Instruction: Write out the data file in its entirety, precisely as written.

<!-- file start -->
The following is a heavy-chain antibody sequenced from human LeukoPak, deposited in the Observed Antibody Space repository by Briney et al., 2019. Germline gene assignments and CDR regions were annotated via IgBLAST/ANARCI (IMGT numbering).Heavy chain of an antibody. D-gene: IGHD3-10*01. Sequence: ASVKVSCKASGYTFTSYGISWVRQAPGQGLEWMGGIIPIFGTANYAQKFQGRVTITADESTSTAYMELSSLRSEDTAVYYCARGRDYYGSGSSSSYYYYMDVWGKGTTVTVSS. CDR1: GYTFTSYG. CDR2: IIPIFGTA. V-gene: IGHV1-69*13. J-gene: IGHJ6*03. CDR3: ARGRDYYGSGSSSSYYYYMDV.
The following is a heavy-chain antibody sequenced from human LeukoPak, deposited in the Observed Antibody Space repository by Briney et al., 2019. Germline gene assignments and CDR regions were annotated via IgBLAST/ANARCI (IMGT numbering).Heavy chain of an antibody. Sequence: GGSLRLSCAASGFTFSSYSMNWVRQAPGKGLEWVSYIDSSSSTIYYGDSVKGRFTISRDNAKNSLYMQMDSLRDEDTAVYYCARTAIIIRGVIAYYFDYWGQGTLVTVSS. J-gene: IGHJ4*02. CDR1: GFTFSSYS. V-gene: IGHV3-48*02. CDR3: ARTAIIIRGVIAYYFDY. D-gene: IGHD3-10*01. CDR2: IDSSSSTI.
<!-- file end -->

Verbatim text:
The following is a heavy-chain antibody sequenced from human LeukoPak, deposited in the Observed Antibody Space repository by Briney et al., 2019. Germline gene assignments and CDR regions were annotated via IgBLAST/ANARCI (IMGT numbering).Heavy chain of an antibody. D-gene: IGHD3-10*01. Sequence: ASVKVSCKASGYTFTSYGISWVRQAPGQGLEWMGGIIPIFGTANYAQKFQGRVTITADESTSTAYMELSSLRSEDTAVYYCARGRDYYGSGSSSSYYYYMDVWGKGTTVTVSS. CDR1: GYTFTSYG. CDR2: IIPIFGTA. V-gene: IGHV1-69*13. J-gene: IGHJ6*03. CDR3: ARGRDYYGSGSSSSYYYYMDV.
The following is a heavy-chain antibody sequenced from human LeukoPak, deposited in the Observed Antibody Space repository by Briney et al., 2019. Germline gene assignments and CDR regions were annotated via IgBLAST/ANARCI (IMGT numbering).Heavy chain of an antibody. Sequence: GGSLRLSCAASGFTFSSYSMNWVRQAPGKGLEWVSYIDSSSSTIYYGDSVKGRFTISRDNAKNSLYMQMDSLRDEDTAVYYCARTAIIIRGVIAYYFDYWGQGTLVTVSS. J-gene: IGHJ4*02. CDR1: GFTFSSYS. V-gene: IGHV3-48*02. CDR3: ARTAIIIRGVIAYYFDY. D-gene: IGHD3-10*01. CDR2: IDSSSSTI.